The Importance of Conversing About Toxicity in HER2+ Breast Cancer Treatment
It is crucial that oncology nurses have open lines of communications with their patients when it comes to adverse events.
The advent of CDK4/6 inhibitors — including abemaciclib (Verzenio), palbociclib (Ibrance), and ribociclib (Kisqali) – along with other new regimens have drastically improved the outcomes for patients with HER2-positive metastatic breast cancer.
These newer treatments also highlight the importance of nurse-patient communication regarding adverse events (AEs), as some toxicities, such as diarrhea, can have major health implications or even be fatal. Oncology Nursing News recently spoke with Colleen Brennan-Doran, RN, a nurse at the University of Miami Sylvester Comprehensive Cancer Center about how to guide these important conversations.
Oncology Nursing News: How do you approach conversations about diarrhea with your patients, and how is the AE typically managed?
Brennan-Doran: [I ask patients]: What do you think diarrhea is? What's diarrhea to you? And they might say “Well, I go to the bathroom twice in a day, that’s diarrhea. Usually I go every other day.” Then I ask if it’s loose, if it’s watery, or if it involves cramping. So first, I try to find out what kind of diarrhea it is, and then we go from there.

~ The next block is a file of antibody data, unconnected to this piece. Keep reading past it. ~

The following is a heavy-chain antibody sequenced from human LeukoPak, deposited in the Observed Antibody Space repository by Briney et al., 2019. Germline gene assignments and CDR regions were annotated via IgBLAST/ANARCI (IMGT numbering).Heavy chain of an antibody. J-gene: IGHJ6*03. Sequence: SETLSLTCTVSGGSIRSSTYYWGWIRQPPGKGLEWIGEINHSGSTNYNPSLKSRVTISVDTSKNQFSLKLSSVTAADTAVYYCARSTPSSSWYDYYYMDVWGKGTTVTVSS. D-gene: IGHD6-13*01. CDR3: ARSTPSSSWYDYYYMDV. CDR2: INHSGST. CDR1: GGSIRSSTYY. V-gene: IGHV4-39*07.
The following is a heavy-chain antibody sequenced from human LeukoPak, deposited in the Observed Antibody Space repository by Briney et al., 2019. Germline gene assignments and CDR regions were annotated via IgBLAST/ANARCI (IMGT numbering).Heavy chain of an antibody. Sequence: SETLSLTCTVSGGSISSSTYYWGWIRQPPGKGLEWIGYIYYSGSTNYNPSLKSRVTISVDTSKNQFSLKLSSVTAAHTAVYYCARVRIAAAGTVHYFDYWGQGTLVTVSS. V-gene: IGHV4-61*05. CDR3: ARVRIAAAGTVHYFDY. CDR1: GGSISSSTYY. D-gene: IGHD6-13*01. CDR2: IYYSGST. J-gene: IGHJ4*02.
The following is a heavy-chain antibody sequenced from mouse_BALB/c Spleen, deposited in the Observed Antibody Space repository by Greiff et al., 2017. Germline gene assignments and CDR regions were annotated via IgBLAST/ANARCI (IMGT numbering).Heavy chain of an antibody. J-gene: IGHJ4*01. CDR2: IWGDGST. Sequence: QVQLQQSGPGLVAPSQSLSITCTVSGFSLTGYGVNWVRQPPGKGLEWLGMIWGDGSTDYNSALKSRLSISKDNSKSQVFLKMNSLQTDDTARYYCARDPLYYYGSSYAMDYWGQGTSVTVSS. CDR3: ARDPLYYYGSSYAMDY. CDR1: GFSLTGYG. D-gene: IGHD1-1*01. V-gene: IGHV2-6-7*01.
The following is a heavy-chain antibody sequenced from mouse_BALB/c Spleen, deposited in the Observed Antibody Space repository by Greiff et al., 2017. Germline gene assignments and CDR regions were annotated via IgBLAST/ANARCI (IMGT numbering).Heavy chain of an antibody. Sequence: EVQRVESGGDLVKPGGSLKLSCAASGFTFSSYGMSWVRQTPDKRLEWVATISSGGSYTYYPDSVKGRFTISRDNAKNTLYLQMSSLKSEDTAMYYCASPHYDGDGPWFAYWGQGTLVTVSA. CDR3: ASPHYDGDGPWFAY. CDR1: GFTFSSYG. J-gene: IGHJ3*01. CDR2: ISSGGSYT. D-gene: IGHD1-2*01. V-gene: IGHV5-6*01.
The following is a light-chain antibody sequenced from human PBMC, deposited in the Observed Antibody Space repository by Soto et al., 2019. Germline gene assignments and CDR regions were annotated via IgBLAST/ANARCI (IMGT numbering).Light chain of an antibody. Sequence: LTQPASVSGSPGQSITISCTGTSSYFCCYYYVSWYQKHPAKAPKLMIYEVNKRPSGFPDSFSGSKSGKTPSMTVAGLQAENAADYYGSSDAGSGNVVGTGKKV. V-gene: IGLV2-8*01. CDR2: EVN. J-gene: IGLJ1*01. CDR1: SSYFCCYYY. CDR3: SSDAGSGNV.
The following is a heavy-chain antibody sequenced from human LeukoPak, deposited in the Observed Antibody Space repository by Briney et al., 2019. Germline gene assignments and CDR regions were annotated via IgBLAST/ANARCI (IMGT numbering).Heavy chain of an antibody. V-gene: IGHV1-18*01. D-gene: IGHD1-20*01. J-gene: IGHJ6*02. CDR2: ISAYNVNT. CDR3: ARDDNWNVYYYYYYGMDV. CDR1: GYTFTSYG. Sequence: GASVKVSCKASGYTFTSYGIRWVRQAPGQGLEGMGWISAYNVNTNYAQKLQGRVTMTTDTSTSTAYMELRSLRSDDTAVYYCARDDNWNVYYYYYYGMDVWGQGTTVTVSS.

[With 1 patient I spoke to], I went over that I had a 91-year-old male with stage 4 breast cancer on single-agent Verzenio. He did have some issues with diarrhea for the first 8 weeks, and then it dissipated after that, and now it’s just every once in a while. So, I tried to tell her the story of the 91-year-old male to help. She’s only 72.
We can manage diarrhea, just like how we manage diabetes or hypertension. When 1 drug doesn’t work, we move on to the next one. So, with [patients taking] Verzenio, it’s Imodium to start, and you can take up to 8 tablets a day. If patients have diarrhea, take Imodium with water — room temperature fluids. Not too hot, not too cold.
Regarding diarrhea and other AEs, do you ever find that patients are apprehensive to tell you about AEs, in fear of being taken off treatment? How do you handle that?
We put a patient on [capecitabine (Xeloda)]… I know I had very long, lengthy conversations with her about hand-foot syndrome. So, she comes in [weeks later] and I said, “Let me see your hands and feet,” because that just rang the bell for me. And sure enough, they were red, and her feet were cracking. I told her that it was hand-foot syndrome and asked if she knew that. And she said, “Yes I think I did, but I didn’t read any of the [patient handouts] in 6 weeks.]”
Now in hindsight, I wish I would have called 3 weeks into treatment and ask how it was going. So, I re-educated her. I gave her written information about hand-foot syndrome. I told her to stay out of hot tubs and hot water. We recommended [a moisturizer] and said [she shouldn’t use anything] with an alcohol base or fragrance. And I told her the minute she gets a blister, she must call. By the time she left, she had a whole new understanding of capecitabine and its adverse events.